The bears are back in Tahoe (opinion) | TahoeDailyTribune.com
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The bears are back in Tahoe (opinion)

Niki Congero
HOPEFUL HENRY
Tribune Opinion Columnist
Bear is a big German shepherd/malamute mix. He is 2-3 years old and is good with other dogs. He would love a forever home where he can play fetch and tug. Please come visit Bear at The El Dorado County Animal Services, 530-573-7925. Don’t forget all animals come spayed or neutered, with all vaccinations and a microchip! For spay-neuter services and other support, call the Lake Tahoe Humane Society for the Prevention of Cruelty to Animals at 530-542-2857.
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Dear Henry,

I’m a local and have noticed the bears are back! I’ve already seen cubs and there have been a lot more sightings in my neighborhood compared to last year.

Could you cover some bear safety tips for new locals and visitors to the area?

Thanks,

Ron

This certainly is an appropriate time of year to go over bear safety.

Black bears are very common in this area and have become habituated to human food and garbage. While the chances of being injured are extremely low, meeting a bear is more likely because they no longer have a strong fear of us. With four years of practically no winters, this is the first year in some time that the bears went into hibernation. Now they are starting to wake up and head down the mountain looking to visit some of their favorite eating spots.

Don’t make your house one of those spots! Feeding bears is illegal and increases the potential for property damage and the death of a bear.

You can help the well-being of bears and their habitat by simply following a few basic guidelines listed below:

• Bird feeders have played a very serious role in attracting bears into mountain-town sites. Take your feeder down in the summer. If you must have a feeder, wait until late November before filling it with seed; and don’t forget to take it down before the bears come out in spring, usually by early March. Also, be sure to store your bird seed inside.

• Do not store garbage outside or in your vehicle. Dispose of your trash in bear-proof containers, if available. Do not overfill or stack garbage outside of the container. Be sure that the latches engage after closing the door. If bear-proof containers are not available, store your garbage in your garage or similar structure until trash day. Put your trash out on the morning it will be picked up, not before. Wooden garbage can shelters are not bear proof. If not placed inside a metal bear-proof container, add Pinesol to the inside of every bag of garbage before putting it out. Don’t leave garbage or food in vehicles. It is illegal to allow a bear access to garbage.

• Keep your compost free of meat and meat byproducts. It is important to limit what we place in our compost heaps. Avoid placing fish, meat, bones, egg shells, dairy products or fruit into your compost. Adding some lime to your compost can also speed up the decomposition and reduce the smell.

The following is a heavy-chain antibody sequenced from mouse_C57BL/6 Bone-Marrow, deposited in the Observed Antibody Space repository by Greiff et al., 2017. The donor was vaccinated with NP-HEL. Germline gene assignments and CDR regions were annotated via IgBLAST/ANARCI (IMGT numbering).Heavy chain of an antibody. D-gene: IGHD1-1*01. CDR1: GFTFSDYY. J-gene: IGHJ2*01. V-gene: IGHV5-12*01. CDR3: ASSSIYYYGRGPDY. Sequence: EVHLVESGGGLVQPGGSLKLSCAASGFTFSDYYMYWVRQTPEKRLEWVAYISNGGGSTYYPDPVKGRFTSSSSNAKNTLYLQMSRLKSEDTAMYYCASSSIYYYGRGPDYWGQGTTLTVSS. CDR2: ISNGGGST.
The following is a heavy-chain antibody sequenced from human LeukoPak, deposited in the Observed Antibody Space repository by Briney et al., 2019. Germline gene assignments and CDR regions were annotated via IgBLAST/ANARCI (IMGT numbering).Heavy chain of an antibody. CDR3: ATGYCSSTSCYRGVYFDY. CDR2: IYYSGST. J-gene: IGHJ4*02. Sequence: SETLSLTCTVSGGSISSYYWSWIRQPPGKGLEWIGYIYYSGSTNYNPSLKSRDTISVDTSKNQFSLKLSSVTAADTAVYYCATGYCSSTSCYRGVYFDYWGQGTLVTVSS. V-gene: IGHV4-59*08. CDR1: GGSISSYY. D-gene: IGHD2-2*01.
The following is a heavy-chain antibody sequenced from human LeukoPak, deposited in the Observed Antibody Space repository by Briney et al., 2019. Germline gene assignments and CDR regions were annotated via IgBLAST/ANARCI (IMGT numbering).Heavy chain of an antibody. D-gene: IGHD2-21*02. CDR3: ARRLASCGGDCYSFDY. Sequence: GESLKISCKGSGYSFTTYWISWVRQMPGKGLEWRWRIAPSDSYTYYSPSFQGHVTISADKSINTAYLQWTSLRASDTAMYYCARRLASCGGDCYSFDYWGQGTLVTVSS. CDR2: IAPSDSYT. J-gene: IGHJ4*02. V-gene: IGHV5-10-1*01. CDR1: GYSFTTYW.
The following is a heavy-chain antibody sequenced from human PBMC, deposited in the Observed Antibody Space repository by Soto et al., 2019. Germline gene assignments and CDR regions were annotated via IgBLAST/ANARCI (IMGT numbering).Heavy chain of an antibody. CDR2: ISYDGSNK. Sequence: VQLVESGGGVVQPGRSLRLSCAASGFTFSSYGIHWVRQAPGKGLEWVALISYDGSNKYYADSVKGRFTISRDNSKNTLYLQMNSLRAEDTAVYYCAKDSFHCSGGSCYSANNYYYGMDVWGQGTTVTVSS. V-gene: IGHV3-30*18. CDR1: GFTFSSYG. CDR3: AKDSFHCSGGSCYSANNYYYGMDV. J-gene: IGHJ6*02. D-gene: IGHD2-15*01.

• Keep your barbecue clean. The smell of a juicy steak can permeate the air and attract more than envious glances from non-barbecuing neighbors. These same smells can attract bears to your deck once you head to bed. When you’ve finished your feast, burn the food off of the grill, or at least clean the barbecue carefully. Also, if you store your barbecue outside, use a cover as this will reduce the smell emanating from it. Keeping your patio door closed when cooking indoors also helps to reduce the smell of food in the air.

If you encounter a bear in your yard, do not run from him; this may stimulate his instinct to chase. Let the bear know this is your territory and he doesn’t belong there. Don’t be afraid or submissive. Yell at him, bang pots and pans, throw rocks.

Make him think you are a bigger bear than he is!

If you encounter a bear in the woods, this is his territory — but he’s happy to share.

Again, don’t run. Let him know you are there, make eye contact but don’t stare. Pick up small children who may run, and keep them calm. If you are walking your dog make sure he is leashed, pick up your pup if he or she is small. Appreciate the experience and move on with respect and self-confidence.

Thank you to the Bear League for providing this useful information. If you have further questions about bear safety or have an issue with a bear on your property, please call them at 530-525-PAWS.

Hopeful Henry is a column managed by Niki Congero, executive director of Lake Tahoe Humane Society & S.P.C.A. Submit questions or letters via e-mail to AskHenry@LakeTahoeHumaneSociety.org or by mail to P.O. Box PET South Lake Tahoe, CA 96158. For more information, visit http://www.Facebook.com/LakeTahoeHumane SocietySPCA, http://www.Facebook.com/Hopeful.Henry or http://www.twitter.com/LtHumaneSociety.


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